Our work reveals that the systemic importance associated with Italian banks decreased during the recent financial crisis while the opposite happened for foreign institutions. Since interbank market displays the existence of a community structure, our method outperforms, in term of goodness of fit, the centrality scores calculated along with a rank-1 factorization. Indeed, the borrowing and lending scores, calculated without assessing the presence of a community structure, although being informative about some market dynamics, fail in recovering the market euphoria and the subsequent crash of the recent past. In fact, as the transaction volume increased, the number of communities into the market rose as well. On the contrary, during the burst phase, when most of the banks interrupted transactions, also the number of communities decreased on average.

We also investigated whether the increase in the number of communities is associated with a stronger partition of the financial institutions within each community or whether banks operate across different communities. Results indicate a different behavior affecting financial institutions in normal time or in periods of distress. Together with the growth in the number of communities, the e-MID interbank market was affected by a strong split of banks within each community during the recent financial crisis with few banks operating as SIBs or SILs.

## Supporting Information

### S1 Fig. Model fit comparison.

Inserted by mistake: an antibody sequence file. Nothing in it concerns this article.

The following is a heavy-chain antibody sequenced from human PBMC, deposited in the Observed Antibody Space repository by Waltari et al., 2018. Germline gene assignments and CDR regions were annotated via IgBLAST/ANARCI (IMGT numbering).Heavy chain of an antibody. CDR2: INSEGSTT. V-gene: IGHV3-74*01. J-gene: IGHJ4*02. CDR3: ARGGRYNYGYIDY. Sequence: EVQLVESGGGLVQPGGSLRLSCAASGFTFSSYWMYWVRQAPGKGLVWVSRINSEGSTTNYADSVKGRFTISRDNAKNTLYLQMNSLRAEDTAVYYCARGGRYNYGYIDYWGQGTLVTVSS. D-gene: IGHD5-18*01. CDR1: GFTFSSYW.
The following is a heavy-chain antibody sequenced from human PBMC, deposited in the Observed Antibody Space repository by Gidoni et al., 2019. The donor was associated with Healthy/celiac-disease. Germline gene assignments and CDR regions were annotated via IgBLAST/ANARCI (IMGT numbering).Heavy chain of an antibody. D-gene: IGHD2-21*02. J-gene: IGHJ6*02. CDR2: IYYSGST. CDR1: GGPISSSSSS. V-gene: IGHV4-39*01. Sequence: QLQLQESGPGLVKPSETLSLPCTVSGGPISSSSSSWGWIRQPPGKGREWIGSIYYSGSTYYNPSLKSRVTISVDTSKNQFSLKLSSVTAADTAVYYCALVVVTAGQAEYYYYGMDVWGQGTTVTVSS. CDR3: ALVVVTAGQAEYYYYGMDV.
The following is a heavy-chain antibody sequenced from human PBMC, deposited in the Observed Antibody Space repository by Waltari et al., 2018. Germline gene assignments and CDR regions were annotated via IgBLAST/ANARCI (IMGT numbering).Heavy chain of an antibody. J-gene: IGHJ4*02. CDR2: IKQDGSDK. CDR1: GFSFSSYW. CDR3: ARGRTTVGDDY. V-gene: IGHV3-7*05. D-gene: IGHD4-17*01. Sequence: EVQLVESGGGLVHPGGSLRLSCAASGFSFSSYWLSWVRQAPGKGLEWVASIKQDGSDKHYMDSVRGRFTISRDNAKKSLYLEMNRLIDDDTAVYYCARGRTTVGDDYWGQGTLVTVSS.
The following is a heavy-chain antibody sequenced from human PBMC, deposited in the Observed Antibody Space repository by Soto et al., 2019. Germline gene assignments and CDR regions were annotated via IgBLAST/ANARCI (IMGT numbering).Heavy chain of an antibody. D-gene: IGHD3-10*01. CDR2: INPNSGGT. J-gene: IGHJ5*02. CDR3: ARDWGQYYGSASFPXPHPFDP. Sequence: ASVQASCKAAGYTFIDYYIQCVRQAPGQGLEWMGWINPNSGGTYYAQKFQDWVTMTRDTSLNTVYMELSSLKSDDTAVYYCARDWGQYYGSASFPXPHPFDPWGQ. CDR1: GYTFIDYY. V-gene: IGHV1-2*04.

Model fit comparison for rank-1 approximation of the original network (blue line) and for the network sample created by the null model (red line). While the original dataset shows a “V” shaped model fit, the fit produced by the null model seems not to be affected by the traded volume changes over time.

https://doi.org/10.1371/journal.pone.0167781.s002

(TIF)

### S2 Fig. Summary statistics of the borrowing/lending scores.

Panel (a) shows the statistics computed over time for the borrowing score, showing in each period what is the mean value of the borrowing score and its standard deviation. Panel (b) shows the same statistics for the lending scores. The bottom subplots show the statistics computed over the number of banks. Panel (c) shows, for each bank the mean value of the borrowing score and its standard deviation. Panel (d) encompasses the same statistics for the lending score.

https://doi.org/10.1371/journal.pone.0167781.s003

(TIF)

### S1 Table. Top 10 periods and banks with the highest borrowing and lending scores.

https://doi.org/10.1371/journal.pone.0167781.s004

(TIF)

### S2 Table. Top 10 periods and banks with the highest borrowing and lending scores mean.

https://doi.org/10.1371/journal.pone.0167781.s005

(TIF)

### S3 Table. Top 10 periods and banks with the highest borrowing and lending scores standard deviation.

https://doi.org/10.1371/journal.pone.0167781.s006

(TIF)

### S3 Fig. Model convergence.

Relative error as a function of the number of iteration for all the time periods under analysis.

https://doi.org/10.1371/journal.pone.0167781.s007

(TIF)

## Acknowledgments

We are indebted to the Research Foundations Flanders (FWO) and the European Commission for their financial support through the research grant 1510413N and the FP7-SSH research grant 320278 respectively. All errors are ours.

We also thank two anonymous referees for valuable comments and suggestions. The usual caveats apply.

## Author Contributions

**Conceptualization:**NP PRK AS.**Data curation:**NP PRK AS.**Formal analysis:**NP PRK AS.**Investigation:**NP PRK AS.**Methodology:**NP PRK AS.**Resources:**NP PRK AS.**Software:**NP PRK AS.**Validation:**NP PRK AS.**Visualization:**NP PRK AS.**Writing – original draft:**NP PRK AS.**Writing – review & editing:**NP PRK AS.